Hi, Which of the following sentences is correct:

1) He is gone out of the house
2) He has gone out of the house

Thank you.
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Comments  (Page 2) 
pace, Jim Emotion: smile
Hello Mr P & CJ

I call the construct . Many grammar books say this construct is rather archaic and takes only a limited number of intransitive moving verbs. But actually I come across such a sentence with a modern verb like "I am parked over there". Furthermore, I have a guess that the American collocation "I am done (=finished)" might come from this construct. Do you think this guess is right?
OED's description about
'be' in combination with intransitive verbs, forming perfect tenses, which use is now largely displaced by have after the pattern of transitive verbs: be being retained only with come, go, rise, set, fall, arrive, depart, grow, and the like, when we express the condition or state now attained, rather than the action of reaching it, as "The sun is set", "Our guests are gone", "Babylon is fallen", "The children are all grown up".

[894 O.E. Chron.], Waes Haesten tha thaer cumen mid his herge. [c1200 Trin. Coll Hom. 173] Alle the sinfulle the fordh sende farene. [a1300 Cursor M. 14322] Thre dais es gan. [c1350 Will. Palerne 1457] The grete lordes..beth lenged now here. [c1450 Merlin x. 165] In evell tyme ben oure enmyes entred. [1523 Ld. Berners Froiss. I. ***. 156] They are rested in there batayls. [1556 Veron Godly Sayings (1846) 145] Aungels, that bene come down from heaven. [1590 Shakes. Com. Err. v. i. 361] These children, Which accidentally are met together. [1628 Hobbes Thucyd. (1822) 62] He gave out they were run away. [1670 G. H. Hist. Cardinals i. i. 24] Some there are, who believe that Miracles are not ceased. [1671 Milton P.R. ii. 140] Therefore I am returned. [1685 Lond. Gaz. No. 2069/4] The Dartmouth is sailed to the westward. [1773 Goldsm. Stoops to Conq. i. i. (1854) 50] He informs me his son is set out. [1852 C. M. Yonge Cameos I. ix. 58] His parents were grown old.

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Hello Paco

That's an interesting example.

"I am parked over there".

Do we take that as a passive transitive? or a 'BE' intransitive? I'm loth to conjecture.

As an aside: what a curious sentence it is. First, we identify ourselves with our vehicle. Then: 'I am parked over there' – pointing to a spot where the speaker is not!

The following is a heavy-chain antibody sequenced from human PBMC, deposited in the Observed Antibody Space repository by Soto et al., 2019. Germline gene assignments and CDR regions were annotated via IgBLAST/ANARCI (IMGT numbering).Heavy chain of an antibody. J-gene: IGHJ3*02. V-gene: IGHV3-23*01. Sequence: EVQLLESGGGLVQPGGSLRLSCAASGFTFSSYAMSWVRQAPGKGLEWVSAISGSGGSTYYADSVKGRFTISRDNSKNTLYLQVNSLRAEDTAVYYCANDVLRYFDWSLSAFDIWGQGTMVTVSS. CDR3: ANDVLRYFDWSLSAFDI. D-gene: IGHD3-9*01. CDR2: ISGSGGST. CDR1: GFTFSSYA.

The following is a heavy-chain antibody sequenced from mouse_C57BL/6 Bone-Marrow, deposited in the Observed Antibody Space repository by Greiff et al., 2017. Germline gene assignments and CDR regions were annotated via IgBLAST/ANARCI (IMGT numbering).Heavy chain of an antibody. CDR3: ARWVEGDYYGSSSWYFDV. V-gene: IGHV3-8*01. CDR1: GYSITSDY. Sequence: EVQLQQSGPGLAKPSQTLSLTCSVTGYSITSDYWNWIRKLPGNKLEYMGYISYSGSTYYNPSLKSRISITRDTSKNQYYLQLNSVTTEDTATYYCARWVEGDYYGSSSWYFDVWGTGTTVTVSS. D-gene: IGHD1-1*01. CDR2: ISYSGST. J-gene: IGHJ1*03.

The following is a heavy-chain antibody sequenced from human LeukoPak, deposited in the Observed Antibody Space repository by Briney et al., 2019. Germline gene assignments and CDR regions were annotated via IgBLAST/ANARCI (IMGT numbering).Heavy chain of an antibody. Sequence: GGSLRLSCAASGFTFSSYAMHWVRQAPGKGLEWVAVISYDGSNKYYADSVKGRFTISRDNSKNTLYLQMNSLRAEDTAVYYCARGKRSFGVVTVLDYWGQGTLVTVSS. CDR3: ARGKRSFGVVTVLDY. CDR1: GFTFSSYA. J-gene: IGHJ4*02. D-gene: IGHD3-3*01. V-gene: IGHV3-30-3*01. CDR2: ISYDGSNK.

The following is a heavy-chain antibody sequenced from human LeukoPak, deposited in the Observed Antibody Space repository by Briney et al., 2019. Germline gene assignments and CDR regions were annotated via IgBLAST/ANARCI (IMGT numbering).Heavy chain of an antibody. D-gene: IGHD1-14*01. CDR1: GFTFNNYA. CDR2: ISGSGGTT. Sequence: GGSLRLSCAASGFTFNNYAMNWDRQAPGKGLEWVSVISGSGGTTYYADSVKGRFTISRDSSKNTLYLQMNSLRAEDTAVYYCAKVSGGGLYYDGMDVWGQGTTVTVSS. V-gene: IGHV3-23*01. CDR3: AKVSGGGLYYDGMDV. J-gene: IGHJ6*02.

Hello Mr P

"Someone is/was parked" sounds weird to your ears? I'm wondering if such collocation belongs only to AmE.

"Ray's original alibi, had he gone to trial in 1969, was that he was parked somewhere on South Main Street when the shot was fired and that Raoul ran out of the rooming house, jumped into Ray's car, covered himself with a white sheet, and then exited eight blocks later. Depending on the statement, Ray claimed that, at the time of the shooting, he was -- inside his parked Mustang, standing on the street beside his parked car, and away buying binoculars."[url="http://www.usdoj.gov/crt/crim/mlk/part5.htm "]US Dept of Justice Report[/url] on the Assassination of Dr. Martin Luther King.

"Nicholas J. Barney, truck driver, age 28, was fatally injured at 12:20 p.m. on January 10, 1999, when another haulage truck backed into his truck while he was parked. Barney had 9.5 years mining experience, one year and one month as a miner at this operation. He had received training in accordance with 30 CFR Part 48." [url=""]US Dept of Labor Report[/url]

Sorry, no, it sounds fine!

But I hear it as a passive construction; and that leads me to think how odd it is that we say 'I am parked over there', when we mean 'my car is parked over there'.

(But then, we can say 'we're moored over there', to mean 'our boat is moored over there'; so perhaps I'm burbling.)

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Hi Again
TERRY:"We can't stay here". JULIA:"Why?" TERRY:"Where are you parked?" JULIA:"On the street." TERRY : "Good. If we keep moving, they might have trouble tracking us." [Screen Plays for you;[url="http://sfy.ru/sfy.html?script=they "]They (2000)[/url]]

OED gives a definition of intransitive 'park' as below and so I took the construct 'be parked' as a sort of , though I'm not so sure.
d. intr. To take up a position in or as in a park; to place a vehicle in a park or elsewhere; to occupy a suitable or stationary position; to stay where one is.

1865 O. W. Norton Army Lett. (1903) 255 The wagons parked behind the stables to wait orders. 1926 G. Frankau My Unsentimental Journey xi. 149 There, Stidger put on his brakes, ‘parked’, took out the inevitable keys to lock his gear-lever and ignition-switch. 1929 Strand Mag. Feb. 183 ‘I want them’ persisted the other ‘and I guess I'm parking right here until I do get 'em’. 1948 Democrat 1 Jan. 4/2 Drivers now can park or back into alleys or up to loading platforms with much greater ease. 1959 Daily Tel. 24 Mar. 9/3 Besides asking motorists not to park on main roads, he urged them to use alternative routes. 1966 P. Moloney Plea for Mersey 51 Not hardened junkies, when deprived of dope, Ere felt such anger...As Scouseville driver seeking space to park.

Emotion: snailwhy
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Hello Paul

I would like to help you. But what do you want to know exactly by asking "why"?

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